Sitting on the Randy Van Hornes of a Dilemma

There’s a record in a frame that hangs in my house. Unfortunately, it’s not a platinum, gold, silver or even polystyrene disc denoting sales in the greater Tyabb region, but a gift from my father.  Worse still, the framed record is not one I had anything to do with but one by ‘The Randy Van Horne Singers’.  I’ve never listened to it.  Having it in a frame kind of ensures that I never will.  I should be grateful.  There’s a sticker on the front of the frame that simply reads: In case of emergency, break glass.

This is just one of several framed artifacts gifted to me in a picture frame by my father. There’s also his Wham! T-shirt (no, that’s not a typo).  It too got the full framing treatment after I wrote a story about it. About how my father managed to get a free t-shirt from a work colleague and then tried to gift it to me. To a teenage boy, nothing could be less cool than a Wham! t-shirt and wearing such a t-shirt would be to invite derision from everyone I ever met from that point on.   Which, for any teenager, is a horrifying thought.

I was openly repulsed by the offer.  Despite or, more likely, because of that, my father insisted on wearing said Wham! t-shirt whenever and wherever he could.  It was an on-going source of embarrassment on such a scale that my father thought it worth preserving for all time, and put it in a frame. The reasons for Randy Van Horne’s elevation to the ‘McCullough Hall of Frame’ are more to do with my persistent, albeit incredibly well founded criticisms of my father’s record collection.  

Most of his LPs came from a record club. Presumably, the first rule of record club is you do not talk about record club.  The second rule of record club is that, under no circumstances, should you play anything they send you.  Ever.  They seemed to specialize in unknown pieces by well-known composers. With a generous serve of the Randy Van Horne Singers.  But I really shouldn’t judge.  For when it comes to criticizing people for their musical choices, I am very much occupying a glass house, full of glass modular furniture with a glass front door with Mick, Keef, Ronnie and the rest of the Stones as guests whom I am ready to throw at the slightest provocation.

I didn’t collect the dodgy music of others.  I made my own dodgy music with my friends. It’s one thing to horrify your peers with your poor musical choices but it’s another thing altogether to be able to clear a dance floor as if someone had just yelled ‘fire!’ with one of your original compositions.  There are classmates of mine who are probably still recovering from the time we performed for the end of year school dance at the Bittern Town Hall. Some of them have probably avoided music altogether since that fateful night.  A case of ‘once Bittern, twice shy’ if you will.

Sadly, our performances are not framed and hanging on my wall like the Randy Van Horne Singers.  I do, however, have a DVD of one of our gigs.  It was in Cheltenham, I think, which I regarded then as ‘the city’.  I was wearing a shirt with a suit vest because, frankly, that’s how things rolled in the eighties. My brother was wearing a really big woolly jumper and had used so much hairspray that there was probably a hole in the ozone named in his honour.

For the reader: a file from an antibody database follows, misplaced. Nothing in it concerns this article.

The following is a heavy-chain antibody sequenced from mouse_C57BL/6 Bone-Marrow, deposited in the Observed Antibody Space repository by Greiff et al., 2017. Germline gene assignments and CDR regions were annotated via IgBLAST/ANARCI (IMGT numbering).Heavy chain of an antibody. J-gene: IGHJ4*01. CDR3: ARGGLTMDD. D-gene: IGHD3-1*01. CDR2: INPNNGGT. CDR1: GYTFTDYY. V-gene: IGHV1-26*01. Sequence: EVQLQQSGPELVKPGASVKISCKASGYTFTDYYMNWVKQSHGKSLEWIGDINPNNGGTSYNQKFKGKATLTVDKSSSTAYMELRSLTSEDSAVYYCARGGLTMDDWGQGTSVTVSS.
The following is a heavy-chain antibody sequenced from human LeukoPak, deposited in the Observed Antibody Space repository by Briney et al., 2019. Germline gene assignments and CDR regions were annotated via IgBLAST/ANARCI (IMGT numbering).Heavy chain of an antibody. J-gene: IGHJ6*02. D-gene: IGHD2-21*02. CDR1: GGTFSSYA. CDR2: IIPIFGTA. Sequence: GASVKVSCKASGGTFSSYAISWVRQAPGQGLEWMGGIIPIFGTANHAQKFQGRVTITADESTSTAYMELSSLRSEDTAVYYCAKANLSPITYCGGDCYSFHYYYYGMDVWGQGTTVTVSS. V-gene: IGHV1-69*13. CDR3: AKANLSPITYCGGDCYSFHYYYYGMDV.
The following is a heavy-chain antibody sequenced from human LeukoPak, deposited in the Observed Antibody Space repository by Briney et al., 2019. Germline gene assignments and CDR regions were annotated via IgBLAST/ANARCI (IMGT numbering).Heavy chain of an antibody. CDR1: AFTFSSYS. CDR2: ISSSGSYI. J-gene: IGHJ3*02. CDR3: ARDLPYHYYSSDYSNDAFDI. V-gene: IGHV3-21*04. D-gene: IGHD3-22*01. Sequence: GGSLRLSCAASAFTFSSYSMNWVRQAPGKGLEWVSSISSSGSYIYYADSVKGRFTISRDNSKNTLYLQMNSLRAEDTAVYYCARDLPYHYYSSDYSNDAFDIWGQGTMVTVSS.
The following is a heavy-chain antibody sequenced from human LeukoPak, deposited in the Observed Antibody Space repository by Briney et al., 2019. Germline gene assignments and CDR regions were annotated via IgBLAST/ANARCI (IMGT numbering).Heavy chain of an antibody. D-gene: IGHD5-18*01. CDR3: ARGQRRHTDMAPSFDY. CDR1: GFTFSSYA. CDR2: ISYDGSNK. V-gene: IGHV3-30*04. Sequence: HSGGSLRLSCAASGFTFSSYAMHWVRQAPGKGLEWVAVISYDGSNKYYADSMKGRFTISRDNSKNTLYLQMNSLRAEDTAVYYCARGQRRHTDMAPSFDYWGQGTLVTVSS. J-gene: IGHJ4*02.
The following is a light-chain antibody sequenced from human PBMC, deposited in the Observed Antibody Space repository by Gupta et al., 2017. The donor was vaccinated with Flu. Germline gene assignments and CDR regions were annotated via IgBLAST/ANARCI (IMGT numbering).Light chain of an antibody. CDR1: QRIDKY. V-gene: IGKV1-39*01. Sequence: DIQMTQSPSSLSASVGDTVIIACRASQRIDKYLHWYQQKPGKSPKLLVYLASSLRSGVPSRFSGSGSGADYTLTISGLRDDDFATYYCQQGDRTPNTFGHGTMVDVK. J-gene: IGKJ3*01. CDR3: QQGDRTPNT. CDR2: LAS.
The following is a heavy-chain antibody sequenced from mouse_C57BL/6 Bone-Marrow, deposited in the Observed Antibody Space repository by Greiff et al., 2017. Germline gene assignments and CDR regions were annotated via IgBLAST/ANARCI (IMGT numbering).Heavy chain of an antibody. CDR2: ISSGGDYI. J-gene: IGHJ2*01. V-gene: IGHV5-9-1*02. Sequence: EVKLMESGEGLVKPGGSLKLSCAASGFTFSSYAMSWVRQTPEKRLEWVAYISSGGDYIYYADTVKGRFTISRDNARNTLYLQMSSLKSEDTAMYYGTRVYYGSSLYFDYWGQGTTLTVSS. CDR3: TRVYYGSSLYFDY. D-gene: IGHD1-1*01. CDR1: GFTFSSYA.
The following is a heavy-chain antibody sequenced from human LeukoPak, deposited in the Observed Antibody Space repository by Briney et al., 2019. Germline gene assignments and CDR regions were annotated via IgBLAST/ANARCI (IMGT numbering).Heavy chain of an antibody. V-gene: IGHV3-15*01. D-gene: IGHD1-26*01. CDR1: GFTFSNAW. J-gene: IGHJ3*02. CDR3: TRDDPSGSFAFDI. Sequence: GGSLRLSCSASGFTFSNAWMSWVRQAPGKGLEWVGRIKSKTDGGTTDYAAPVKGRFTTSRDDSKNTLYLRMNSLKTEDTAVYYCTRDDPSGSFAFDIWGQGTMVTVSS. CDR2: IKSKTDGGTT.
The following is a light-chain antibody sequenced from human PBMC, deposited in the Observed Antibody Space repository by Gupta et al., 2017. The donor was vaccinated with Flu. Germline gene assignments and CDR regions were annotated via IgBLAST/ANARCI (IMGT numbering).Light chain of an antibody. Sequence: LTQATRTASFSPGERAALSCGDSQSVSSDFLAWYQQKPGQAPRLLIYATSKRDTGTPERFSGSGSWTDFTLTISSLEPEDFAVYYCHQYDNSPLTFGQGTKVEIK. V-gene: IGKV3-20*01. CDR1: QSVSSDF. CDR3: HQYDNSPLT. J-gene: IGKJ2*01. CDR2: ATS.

We played our particular brand of rock and roll to a group of impassive people who, presumably, had remained only because they were unclear where to find the exits.  As each song finished, there was applause, although mostly I was only one clapping.  But as challenging as the music was, it was the sight of myself attempting to dance that proved most difficult of all.  What I lacked in skill, poise and grace, I attempted to make up for with sheer, frenzied energy.  The results were close to catastrophic as limbs flailed like one of those blow-up things they put outside car parks to get your attention.  It was not a pretty sight.

But despite the fact that I couldn’t much sing and certainly couldn’t dance, my friends all stood beside me on stage.  Whatever limitations we had as a group, we had learned to work together to create something.  We were a team.  That band was not so much about music (as the DVD made clear) but about friendship.

I learned last week that the father of our drummer, Chris, had passed away.  It had been years since we’d been in touch, but that week we were on the phone to each other.  Even after all this time, the sound of his voice was so familiar to me and it made me happy to hear him speak even in that moment of impossible grief. We made plans of a kind.  To get the band back together.  To be in each other’s company once again. And, possibly, to dance.

I find I’m making a lot of lists.  They’re lists of ‘things to do when this mess is over’. I’ve added ‘band reunion’ to it. For all the catastrophe of the past eighteen months, I’m starting to think about what’s important.  That very much includes my old band.  I can’t wait.  Maybe we’ll play a song or two.  And if we do, I’ll take a picture rather than make a DVD. Then I’ll take that picture and put it in a frame and on my wall, right next to the Randy Van Horne Singers. Where it belongs.